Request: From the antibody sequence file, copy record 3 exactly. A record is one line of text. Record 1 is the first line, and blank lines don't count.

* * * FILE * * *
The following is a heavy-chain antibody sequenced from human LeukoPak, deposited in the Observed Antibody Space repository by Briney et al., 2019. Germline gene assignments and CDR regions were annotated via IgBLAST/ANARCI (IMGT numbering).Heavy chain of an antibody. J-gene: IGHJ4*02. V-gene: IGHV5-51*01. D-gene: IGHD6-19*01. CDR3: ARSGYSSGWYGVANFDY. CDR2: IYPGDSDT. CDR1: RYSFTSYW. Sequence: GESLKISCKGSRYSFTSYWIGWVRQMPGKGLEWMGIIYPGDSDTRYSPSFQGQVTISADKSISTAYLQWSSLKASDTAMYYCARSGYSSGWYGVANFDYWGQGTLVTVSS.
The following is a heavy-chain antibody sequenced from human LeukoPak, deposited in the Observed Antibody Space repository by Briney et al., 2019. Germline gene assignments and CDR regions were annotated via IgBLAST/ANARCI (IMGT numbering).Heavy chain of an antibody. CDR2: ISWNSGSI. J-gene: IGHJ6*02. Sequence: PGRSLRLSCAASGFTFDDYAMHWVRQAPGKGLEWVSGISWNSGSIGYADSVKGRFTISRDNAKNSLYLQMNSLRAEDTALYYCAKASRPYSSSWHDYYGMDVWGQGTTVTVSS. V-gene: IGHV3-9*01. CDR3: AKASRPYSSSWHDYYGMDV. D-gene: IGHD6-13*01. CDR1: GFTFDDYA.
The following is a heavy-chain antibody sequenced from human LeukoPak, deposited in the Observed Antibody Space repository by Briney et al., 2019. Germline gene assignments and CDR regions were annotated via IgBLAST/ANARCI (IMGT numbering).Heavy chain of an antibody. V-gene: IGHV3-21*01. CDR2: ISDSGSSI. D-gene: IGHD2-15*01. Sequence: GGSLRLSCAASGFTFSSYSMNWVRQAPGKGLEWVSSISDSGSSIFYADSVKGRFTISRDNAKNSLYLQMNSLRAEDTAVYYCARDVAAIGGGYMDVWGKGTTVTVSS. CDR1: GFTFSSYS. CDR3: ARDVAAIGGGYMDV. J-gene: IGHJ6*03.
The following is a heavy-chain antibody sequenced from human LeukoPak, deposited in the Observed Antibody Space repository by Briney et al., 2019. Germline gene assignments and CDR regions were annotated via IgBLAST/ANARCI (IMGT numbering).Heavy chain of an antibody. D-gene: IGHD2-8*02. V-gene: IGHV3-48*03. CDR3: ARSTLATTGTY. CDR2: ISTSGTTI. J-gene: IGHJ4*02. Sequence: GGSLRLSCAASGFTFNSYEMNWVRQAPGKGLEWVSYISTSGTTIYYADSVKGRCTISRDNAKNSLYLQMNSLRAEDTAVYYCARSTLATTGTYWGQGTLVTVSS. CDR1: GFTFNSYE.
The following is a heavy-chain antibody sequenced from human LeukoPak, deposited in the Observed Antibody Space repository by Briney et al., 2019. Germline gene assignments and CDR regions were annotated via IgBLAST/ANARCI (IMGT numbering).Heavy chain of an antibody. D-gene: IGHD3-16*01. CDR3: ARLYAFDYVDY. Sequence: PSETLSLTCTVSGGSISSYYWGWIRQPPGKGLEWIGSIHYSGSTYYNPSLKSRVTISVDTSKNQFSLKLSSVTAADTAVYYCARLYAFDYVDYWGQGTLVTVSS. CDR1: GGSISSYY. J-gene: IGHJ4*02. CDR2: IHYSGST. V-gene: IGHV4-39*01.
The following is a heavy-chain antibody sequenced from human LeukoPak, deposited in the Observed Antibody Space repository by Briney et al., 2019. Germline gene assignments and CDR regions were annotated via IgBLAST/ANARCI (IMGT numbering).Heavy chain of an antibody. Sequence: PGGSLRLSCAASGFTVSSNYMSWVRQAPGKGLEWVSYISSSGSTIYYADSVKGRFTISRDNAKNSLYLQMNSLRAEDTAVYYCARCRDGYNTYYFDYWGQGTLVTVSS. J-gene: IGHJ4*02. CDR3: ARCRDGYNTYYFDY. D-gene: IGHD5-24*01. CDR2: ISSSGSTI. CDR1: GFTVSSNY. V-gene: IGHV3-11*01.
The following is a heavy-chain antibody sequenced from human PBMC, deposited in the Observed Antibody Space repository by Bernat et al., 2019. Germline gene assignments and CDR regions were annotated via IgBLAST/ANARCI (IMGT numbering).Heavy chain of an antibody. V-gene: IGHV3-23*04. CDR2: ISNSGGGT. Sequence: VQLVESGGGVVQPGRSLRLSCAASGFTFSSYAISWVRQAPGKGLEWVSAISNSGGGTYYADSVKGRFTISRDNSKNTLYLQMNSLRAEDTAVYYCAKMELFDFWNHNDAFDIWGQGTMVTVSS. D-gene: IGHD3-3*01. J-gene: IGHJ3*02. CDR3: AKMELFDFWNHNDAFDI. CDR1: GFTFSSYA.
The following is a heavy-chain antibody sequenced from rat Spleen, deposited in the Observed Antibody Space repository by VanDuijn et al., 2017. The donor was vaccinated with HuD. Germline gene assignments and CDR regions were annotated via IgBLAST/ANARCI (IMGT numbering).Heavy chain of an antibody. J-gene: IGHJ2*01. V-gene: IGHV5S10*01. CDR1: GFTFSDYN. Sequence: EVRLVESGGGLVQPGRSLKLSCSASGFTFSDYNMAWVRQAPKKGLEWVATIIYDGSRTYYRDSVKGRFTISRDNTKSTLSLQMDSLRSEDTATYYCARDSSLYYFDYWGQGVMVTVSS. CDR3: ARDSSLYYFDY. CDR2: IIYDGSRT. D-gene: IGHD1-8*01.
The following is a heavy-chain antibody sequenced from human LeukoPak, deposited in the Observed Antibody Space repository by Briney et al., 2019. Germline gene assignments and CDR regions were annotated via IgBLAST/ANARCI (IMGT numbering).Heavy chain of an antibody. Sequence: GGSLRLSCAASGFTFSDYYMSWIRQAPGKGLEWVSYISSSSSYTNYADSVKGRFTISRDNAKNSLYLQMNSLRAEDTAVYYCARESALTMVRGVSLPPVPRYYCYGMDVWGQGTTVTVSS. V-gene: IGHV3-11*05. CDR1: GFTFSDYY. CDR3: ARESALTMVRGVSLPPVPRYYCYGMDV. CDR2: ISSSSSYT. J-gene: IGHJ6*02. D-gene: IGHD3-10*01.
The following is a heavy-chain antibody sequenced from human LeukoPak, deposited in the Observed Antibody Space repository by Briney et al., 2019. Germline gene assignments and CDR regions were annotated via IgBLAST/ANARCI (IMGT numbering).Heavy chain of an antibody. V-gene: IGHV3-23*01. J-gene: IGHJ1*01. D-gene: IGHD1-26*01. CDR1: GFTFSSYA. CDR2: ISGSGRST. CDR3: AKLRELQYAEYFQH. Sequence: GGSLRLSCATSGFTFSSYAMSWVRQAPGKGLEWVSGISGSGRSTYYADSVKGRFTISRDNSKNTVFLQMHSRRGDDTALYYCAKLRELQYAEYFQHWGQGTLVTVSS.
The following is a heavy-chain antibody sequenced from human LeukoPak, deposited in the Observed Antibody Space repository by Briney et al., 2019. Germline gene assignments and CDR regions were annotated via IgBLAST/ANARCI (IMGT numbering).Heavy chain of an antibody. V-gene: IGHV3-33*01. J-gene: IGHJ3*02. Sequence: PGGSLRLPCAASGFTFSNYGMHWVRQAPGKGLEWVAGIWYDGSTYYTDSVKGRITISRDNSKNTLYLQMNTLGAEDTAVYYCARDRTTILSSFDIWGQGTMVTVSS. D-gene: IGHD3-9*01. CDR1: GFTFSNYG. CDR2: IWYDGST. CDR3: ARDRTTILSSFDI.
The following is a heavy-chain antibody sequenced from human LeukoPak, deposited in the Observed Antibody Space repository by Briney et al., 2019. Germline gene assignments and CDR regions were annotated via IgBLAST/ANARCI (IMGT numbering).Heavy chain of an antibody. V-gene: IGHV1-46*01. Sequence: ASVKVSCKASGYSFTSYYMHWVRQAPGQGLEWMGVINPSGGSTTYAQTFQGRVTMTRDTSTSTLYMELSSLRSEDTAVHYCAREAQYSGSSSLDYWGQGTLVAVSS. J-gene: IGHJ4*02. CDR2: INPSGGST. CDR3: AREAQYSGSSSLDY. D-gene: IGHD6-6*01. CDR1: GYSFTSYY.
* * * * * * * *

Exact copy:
The following is a heavy-chain antibody sequenced from human LeukoPak, deposited in the Observed Antibody Space repository by Briney et al., 2019. Germline gene assignments and CDR regions were annotated via IgBLAST/ANARCI (IMGT numbering).Heavy chain of an antibody. V-gene: IGHV3-21*01. CDR2: ISDSGSSI. D-gene: IGHD2-15*01. Sequence: GGSLRLSCAASGFTFSSYSMNWVRQAPGKGLEWVSSISDSGSSIFYADSVKGRFTISRDNAKNSLYLQMNSLRAEDTAVYYCARDVAAIGGGYMDVWGKGTTVTVSS. CDR1: GFTFSSYS. CDR3: ARDVAAIGGGYMDV. J-gene: IGHJ6*03.